Detection and isolation of Mycoplasma genitallium in evaporated urine from pregnant women by PCR method

Document Type : Original Article


1 Associate professor, Department of Lab Medical Sciences, School of Allied Medical Sciences, Tehran University of Medical Sciences, Tehran, Iran.

2 M.Sc. of Bacteriology, Department of Epidemiology, Pasteur Institute, Tehran, Iran.


Introduction: Mycoplasma is one of the most important bacterial causes of genital infections in women and men, followed by premature birth and even abortion in pregnant women. The present study was performed aimed to detect and isolate Mycoplasma genitallium in some pregnant women in first trimester of pregnancy.
Methods: In this cross-sectional (descriptive-analytical) study which was performed in 2020-2021, evaporated urine sampling was collected from 66 pregnant women who were referred to the health center for screening tests on first trimester of pregnancy (between 11-14 weeks). In this way, these women did not urinate for at least 2 hours and then urine samples were collected in sterile containers. Urine sediment DNA was extracted and the genome of Mycoplasma was detected by PCR method. Data were analyzed by SPSS software (version 20) and Independent T-test. P<0.05 was considered statistically significant.
Results: Mycoplasma genitallium genome was isolated from 17.65 % of evaporated urine sediment samples by PCR method.
Conclusion: For isolation and detection of Mycoplasma in pregnant women, sampling of vaginal or cervix discharge have some dangers, thus evaporated urine sampling is a safer and more reliable method.


  1. Doyle RM, Alber DG, Jones HE, Harris K, Fitzgerald F, Peebles D, et al. Term and preterm labour are associated with distinct microbial community structures in placental membranes which are independent of mode of delivery. Placenta 2014; 35(12):1099-101.
  2. Walsh MS, Hope E, Isaia L, Righarts A, Niupulusu T, Temese SV, et al. Prevalence of Chlamydia trachomatis infection in Samoan women aged 18 to 29 and assessment of possible risk factors: a community-based study. Transactions of the Royal Society of Tropical Medicine and Hygiene 2015; 109(4):245-51.
  3. Depuydt CE, Verstraete L, Berth M, Beert J, Bogers JP, Salembier G, et al. Human papillomavirus positivity in women undergoing intrauterine insemination has a negative effect on pregnancy rates. Gynecologic and obstetric investigation 2016; 81(1):41-6.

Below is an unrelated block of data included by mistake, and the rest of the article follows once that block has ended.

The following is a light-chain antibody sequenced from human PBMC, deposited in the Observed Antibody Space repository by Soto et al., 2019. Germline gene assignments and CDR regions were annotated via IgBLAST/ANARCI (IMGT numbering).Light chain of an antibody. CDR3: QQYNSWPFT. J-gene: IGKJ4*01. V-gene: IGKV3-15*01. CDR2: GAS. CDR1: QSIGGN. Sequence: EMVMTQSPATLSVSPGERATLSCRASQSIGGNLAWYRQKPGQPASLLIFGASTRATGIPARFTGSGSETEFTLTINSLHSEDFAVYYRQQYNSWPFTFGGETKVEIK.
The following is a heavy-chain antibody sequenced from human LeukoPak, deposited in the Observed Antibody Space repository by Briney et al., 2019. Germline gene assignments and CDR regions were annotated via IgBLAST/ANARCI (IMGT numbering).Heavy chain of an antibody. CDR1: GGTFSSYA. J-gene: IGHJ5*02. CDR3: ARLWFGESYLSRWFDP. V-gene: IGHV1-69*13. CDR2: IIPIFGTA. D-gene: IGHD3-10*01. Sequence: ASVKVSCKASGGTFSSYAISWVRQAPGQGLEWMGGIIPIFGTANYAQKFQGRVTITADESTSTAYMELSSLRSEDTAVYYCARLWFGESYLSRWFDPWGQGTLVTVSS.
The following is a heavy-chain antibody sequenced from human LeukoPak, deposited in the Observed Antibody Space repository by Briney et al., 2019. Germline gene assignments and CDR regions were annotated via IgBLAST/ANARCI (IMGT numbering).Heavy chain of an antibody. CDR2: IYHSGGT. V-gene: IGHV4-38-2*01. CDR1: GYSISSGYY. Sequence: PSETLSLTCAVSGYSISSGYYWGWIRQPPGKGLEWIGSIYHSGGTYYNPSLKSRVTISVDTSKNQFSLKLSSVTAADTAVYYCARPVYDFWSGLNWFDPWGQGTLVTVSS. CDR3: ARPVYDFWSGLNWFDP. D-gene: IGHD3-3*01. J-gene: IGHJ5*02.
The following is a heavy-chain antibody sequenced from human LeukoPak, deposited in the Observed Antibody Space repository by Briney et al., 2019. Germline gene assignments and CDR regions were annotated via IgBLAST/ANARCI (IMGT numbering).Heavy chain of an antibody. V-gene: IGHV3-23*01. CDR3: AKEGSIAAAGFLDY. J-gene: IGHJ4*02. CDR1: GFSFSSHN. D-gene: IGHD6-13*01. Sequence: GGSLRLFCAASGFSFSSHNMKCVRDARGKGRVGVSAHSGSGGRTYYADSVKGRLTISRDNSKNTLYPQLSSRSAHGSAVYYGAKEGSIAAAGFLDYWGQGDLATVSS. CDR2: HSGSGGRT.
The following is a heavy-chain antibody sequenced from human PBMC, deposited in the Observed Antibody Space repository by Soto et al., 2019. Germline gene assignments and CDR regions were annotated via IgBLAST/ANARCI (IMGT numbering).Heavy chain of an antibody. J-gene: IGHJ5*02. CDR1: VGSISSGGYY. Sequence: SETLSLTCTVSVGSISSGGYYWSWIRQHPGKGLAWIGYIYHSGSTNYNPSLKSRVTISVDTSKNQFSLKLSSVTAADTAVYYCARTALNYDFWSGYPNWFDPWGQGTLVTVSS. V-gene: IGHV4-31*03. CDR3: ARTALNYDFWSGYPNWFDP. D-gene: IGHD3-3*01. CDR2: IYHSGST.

4. Kumar S, Garg IB, Sethi GR. Serological and molecular detection of Mycoplasma pneumoniae in children with community-acquired lower respiratory tract infections. Diagnostic Microbiology and Infectious Disease 2019; 95(1):5-9.
  5. Jalilvand S, Shoja Z, Nourijelyani K, Tohidi HR, Hamkar R. Meta‐analysis of type‐specific human papillomavirus prevalence in Iranian women with normal cytology, precancerous cervical lesions and invasive cervical cancer: Implications for screening and vaccination. Journal of medical virology 2015; 87(2):287-95.
  6. Tamim H, Finan RR, Sharida HE, Rashid M, Almawi WY. Cervicovaginal coinfections with human papillomavirus and Chlamydia trachomatis. Diagnostic microbiology and infectious disease 2002; 43(4):277-81.
  7. López-Corbeto E, González V, Lugo R, Rivaya B, Casabona J, Matas L, et al. Pooling of urine samples for molecular detection of Chlamydia trachomatis, Neisseria gonorrhoeae and Mycoplasma genitalium as a screening strategy among young adults in Catalonia. Enfermedades infecciosas y microbiologia clinica (English ed.) 2020; 38(2):65-71.
  8. Donders GG, Ruban K, Bellen G, Petricevic L. Mycoplasma/Ureaplasma infection in pregnancy: to screen or not to screen. Journal of perinatal medicine 2017; 45(5):505-15.
  9. Jensen JS, BjÖrnelius E, Dohn B, Lidbrink P. Comparison of first void urine and urogenital swab specimens for detection of Mycoplasma genitalium and Chlamydia trachomatis by polymerase chain reaction in patients attending a sexually transmitted disease clinic. Sexually transmitted diseases 2004: 499-507.
  10. Giakoumelou S, Wheelhouse N, Cuschieri K, Entrican G, Howie SE, Horne AW. The role of infection in miscarriage. Human reproduction update 2016; 22(1):116-33.
  11. Ramezani AA, Mohraz M, Mafakheri M, Nazgouei F. Prevalence of Mycoplasma Hominis and Ureaplasma Urealyticum in Patients with Abortion Reffered to a Private Infectious Office (1381). Iranian Journal of Infectious Diseases and Tropical Medicine 2004; 9(24):27-32.
  12. Vosooghi S, Kheirkhah B, Karimi Nik A, Reza Mirshekari T. A Review of the Role of Mycoplasma Infections in Humans Infertility. New Cellular & Molecular Biotechnology Journal 2012; 2(8):9-20.
  13. Short VL, Jensen JS, Nelson DB, Murray PJ, Ness RB, Haggerty CL. Mycoplasma genitalium among young, urban pregnant women. Infectious diseases in obstetrics and gynecology 2010; 2010.
  14. Rahimkhani M, Mordadi A, Varmazyar S, Tavakoli A. Evaluation of urinary interleukin-8 levels in patients with spinal cord injury. Recent Patents on Anti-Infective Drug Discovery 2015; 9(2): 144–149.
  15. Besharati R, Lashkardoost H, Hamedi A, Mehrabi M, Gholami S. Prevalence of Chlamydia trachomatis infection with ELISA method and its related factors in women with a history of abortion referred to Bental-Hoda Hospital. Iran J Obstet Gynecol Infertil 2020; 23(8):30-36.
  16. Rahimkhani M, Saberian M, Mordadi A, Varmazyar S, Tavakoli A. Urinary tract infection with Candida glabrata in a patient with spinal cord injury. Acta Medica Iranica 2015; 53(8): 516–517.